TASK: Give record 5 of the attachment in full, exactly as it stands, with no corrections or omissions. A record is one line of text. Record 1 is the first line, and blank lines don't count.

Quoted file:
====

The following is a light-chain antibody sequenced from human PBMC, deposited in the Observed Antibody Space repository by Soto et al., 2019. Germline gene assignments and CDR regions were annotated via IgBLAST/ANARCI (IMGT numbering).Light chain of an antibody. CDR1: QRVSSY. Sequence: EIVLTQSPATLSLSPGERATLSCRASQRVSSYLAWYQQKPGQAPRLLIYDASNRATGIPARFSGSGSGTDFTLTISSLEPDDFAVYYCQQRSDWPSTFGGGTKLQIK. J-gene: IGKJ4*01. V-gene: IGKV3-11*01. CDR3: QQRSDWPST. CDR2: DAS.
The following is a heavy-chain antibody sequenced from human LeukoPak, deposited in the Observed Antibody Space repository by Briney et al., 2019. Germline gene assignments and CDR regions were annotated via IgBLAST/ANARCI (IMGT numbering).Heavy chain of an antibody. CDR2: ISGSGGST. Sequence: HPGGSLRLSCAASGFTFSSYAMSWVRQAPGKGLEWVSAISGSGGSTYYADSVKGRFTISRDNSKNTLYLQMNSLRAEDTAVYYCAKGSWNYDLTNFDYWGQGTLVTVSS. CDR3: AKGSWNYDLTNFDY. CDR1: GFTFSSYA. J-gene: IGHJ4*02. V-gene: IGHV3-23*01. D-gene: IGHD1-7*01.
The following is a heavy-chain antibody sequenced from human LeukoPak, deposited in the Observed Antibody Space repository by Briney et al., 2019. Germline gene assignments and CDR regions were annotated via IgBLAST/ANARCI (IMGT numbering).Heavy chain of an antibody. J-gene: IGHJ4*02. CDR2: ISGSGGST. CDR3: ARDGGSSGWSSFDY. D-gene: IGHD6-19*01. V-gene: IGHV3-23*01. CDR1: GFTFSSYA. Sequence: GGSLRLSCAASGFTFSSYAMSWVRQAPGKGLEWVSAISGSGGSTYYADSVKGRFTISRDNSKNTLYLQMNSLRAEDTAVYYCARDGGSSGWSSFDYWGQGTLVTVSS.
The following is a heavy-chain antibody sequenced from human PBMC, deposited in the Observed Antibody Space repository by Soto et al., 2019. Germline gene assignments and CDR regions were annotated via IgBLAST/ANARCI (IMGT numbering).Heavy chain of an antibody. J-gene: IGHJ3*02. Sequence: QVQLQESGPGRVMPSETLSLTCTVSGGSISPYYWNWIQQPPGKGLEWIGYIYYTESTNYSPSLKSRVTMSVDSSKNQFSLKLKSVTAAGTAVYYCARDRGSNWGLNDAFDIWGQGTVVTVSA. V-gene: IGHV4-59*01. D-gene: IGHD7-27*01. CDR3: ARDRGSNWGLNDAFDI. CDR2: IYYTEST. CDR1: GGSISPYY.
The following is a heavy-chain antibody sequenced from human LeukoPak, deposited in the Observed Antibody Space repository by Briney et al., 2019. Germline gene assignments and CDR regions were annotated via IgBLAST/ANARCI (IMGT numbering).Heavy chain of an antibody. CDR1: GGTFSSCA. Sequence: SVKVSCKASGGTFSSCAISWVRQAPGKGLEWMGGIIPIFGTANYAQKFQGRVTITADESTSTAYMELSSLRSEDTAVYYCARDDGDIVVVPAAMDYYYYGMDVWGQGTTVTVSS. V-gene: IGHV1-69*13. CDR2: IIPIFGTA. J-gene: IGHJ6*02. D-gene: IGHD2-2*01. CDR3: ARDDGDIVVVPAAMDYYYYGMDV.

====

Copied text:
The following is a heavy-chain antibody sequenced from human LeukoPak, deposited in the Observed Antibody Space repository by Briney et al., 2019. Germline gene assignments and CDR regions were annotated via IgBLAST/ANARCI (IMGT numbering).Heavy chain of an antibody. CDR1: GGTFSSCA. Sequence: SVKVSCKASGGTFSSCAISWVRQAPGKGLEWMGGIIPIFGTANYAQKFQGRVTITADESTSTAYMELSSLRSEDTAVYYCARDDGDIVVVPAAMDYYYYGMDVWGQGTTVTVSS. V-gene: IGHV1-69*13. CDR2: IIPIFGTA. J-gene: IGHJ6*02. D-gene: IGHD2-2*01. CDR3: ARDDGDIVVVPAAMDYYYYGMDV.